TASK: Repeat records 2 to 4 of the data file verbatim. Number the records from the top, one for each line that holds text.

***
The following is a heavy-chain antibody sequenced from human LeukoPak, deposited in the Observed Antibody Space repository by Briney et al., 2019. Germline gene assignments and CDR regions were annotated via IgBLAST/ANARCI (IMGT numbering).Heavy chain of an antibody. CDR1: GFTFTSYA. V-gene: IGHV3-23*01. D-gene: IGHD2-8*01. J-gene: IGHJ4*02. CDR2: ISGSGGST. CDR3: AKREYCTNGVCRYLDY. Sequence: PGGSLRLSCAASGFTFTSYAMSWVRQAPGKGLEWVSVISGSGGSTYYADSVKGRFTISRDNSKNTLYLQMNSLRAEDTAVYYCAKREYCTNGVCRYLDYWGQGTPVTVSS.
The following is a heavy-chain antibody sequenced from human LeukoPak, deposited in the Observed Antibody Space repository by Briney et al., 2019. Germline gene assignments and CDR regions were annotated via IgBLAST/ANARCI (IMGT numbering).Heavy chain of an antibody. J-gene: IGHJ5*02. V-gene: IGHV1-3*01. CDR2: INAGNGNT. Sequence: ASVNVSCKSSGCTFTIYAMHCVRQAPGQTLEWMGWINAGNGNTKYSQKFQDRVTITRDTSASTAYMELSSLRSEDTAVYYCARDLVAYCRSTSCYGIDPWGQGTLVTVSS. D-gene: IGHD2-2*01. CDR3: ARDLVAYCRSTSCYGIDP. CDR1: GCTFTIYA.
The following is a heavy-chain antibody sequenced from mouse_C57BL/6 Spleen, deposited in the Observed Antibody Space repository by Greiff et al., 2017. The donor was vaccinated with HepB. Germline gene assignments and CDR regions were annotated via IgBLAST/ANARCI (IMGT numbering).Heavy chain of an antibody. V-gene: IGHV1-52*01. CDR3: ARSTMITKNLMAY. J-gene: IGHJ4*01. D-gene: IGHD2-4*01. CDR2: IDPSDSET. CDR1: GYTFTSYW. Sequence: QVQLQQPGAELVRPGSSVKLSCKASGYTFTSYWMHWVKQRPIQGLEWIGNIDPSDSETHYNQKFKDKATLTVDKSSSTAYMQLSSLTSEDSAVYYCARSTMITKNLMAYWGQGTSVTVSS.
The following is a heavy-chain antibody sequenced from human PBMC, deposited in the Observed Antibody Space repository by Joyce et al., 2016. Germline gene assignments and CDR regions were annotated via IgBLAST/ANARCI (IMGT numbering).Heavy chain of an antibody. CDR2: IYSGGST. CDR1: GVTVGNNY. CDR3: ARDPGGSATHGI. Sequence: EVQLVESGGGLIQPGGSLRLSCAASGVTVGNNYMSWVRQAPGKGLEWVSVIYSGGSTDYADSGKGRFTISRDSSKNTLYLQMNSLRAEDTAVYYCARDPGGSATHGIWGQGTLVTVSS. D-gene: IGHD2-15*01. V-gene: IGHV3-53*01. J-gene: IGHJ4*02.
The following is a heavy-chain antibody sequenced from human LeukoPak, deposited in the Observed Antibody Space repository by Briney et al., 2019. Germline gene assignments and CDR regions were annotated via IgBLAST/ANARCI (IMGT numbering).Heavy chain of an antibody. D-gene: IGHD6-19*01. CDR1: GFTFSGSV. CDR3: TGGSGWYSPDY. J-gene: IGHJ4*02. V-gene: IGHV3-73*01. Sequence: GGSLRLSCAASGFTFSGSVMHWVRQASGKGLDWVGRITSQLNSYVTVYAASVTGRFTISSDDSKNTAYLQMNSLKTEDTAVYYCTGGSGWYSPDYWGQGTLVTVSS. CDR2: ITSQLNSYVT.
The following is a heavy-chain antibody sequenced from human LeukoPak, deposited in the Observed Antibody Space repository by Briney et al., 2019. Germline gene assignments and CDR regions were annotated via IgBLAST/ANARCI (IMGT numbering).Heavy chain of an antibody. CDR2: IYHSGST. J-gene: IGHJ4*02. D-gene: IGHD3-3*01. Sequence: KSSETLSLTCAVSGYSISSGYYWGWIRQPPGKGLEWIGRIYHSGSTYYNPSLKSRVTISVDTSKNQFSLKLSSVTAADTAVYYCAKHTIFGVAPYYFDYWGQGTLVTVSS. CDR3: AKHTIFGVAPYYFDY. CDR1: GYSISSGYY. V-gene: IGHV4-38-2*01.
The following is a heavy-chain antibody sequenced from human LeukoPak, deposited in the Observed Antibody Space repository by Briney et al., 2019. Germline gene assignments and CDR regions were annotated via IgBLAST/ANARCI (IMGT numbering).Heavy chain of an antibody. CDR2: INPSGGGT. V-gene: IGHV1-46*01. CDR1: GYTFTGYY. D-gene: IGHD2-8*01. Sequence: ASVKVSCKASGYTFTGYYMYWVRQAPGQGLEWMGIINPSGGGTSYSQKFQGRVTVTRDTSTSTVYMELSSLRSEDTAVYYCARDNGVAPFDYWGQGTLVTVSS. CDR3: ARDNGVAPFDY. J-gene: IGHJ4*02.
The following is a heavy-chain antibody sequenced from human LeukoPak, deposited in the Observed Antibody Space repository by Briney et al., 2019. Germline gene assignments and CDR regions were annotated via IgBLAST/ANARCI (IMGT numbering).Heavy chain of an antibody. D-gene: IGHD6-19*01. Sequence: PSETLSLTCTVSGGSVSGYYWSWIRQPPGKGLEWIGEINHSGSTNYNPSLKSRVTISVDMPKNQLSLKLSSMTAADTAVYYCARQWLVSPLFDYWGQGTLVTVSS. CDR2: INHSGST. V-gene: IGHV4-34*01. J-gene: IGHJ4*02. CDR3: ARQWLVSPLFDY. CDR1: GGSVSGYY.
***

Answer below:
The following is a heavy-chain antibody sequenced from human LeukoPak, deposited in the Observed Antibody Space repository by Briney et al., 2019. Germline gene assignments and CDR regions were annotated via IgBLAST/ANARCI (IMGT numbering).Heavy chain of an antibody. J-gene: IGHJ5*02. V-gene: IGHV1-3*01. CDR2: INAGNGNT. Sequence: ASVNVSCKSSGCTFTIYAMHCVRQAPGQTLEWMGWINAGNGNTKYSQKFQDRVTITRDTSASTAYMELSSLRSEDTAVYYCARDLVAYCRSTSCYGIDPWGQGTLVTVSS. D-gene: IGHD2-2*01. CDR3: ARDLVAYCRSTSCYGIDP. CDR1: GCTFTIYA.
The following is a heavy-chain antibody sequenced from mouse_C57BL/6 Spleen, deposited in the Observed Antibody Space repository by Greiff et al., 2017. The donor was vaccinated with HepB. Germline gene assignments and CDR regions were annotated via IgBLAST/ANARCI (IMGT numbering).Heavy chain of an antibody. V-gene: IGHV1-52*01. CDR3: ARSTMITKNLMAY. J-gene: IGHJ4*01. D-gene: IGHD2-4*01. CDR2: IDPSDSET. CDR1: GYTFTSYW. Sequence: QVQLQQPGAELVRPGSSVKLSCKASGYTFTSYWMHWVKQRPIQGLEWIGNIDPSDSETHYNQKFKDKATLTVDKSSSTAYMQLSSLTSEDSAVYYCARSTMITKNLMAYWGQGTSVTVSS.
The following is a heavy-chain antibody sequenced from human PBMC, deposited in the Observed Antibody Space repository by Joyce et al., 2016. Germline gene assignments and CDR regions were annotated via IgBLAST/ANARCI (IMGT numbering).Heavy chain of an antibody. CDR2: IYSGGST. CDR1: GVTVGNNY. CDR3: ARDPGGSATHGI. Sequence: EVQLVESGGGLIQPGGSLRLSCAASGVTVGNNYMSWVRQAPGKGLEWVSVIYSGGSTDYADSGKGRFTISRDSSKNTLYLQMNSLRAEDTAVYYCARDPGGSATHGIWGQGTLVTVSS. D-gene: IGHD2-15*01. V-gene: IGHV3-53*01. J-gene: IGHJ4*02.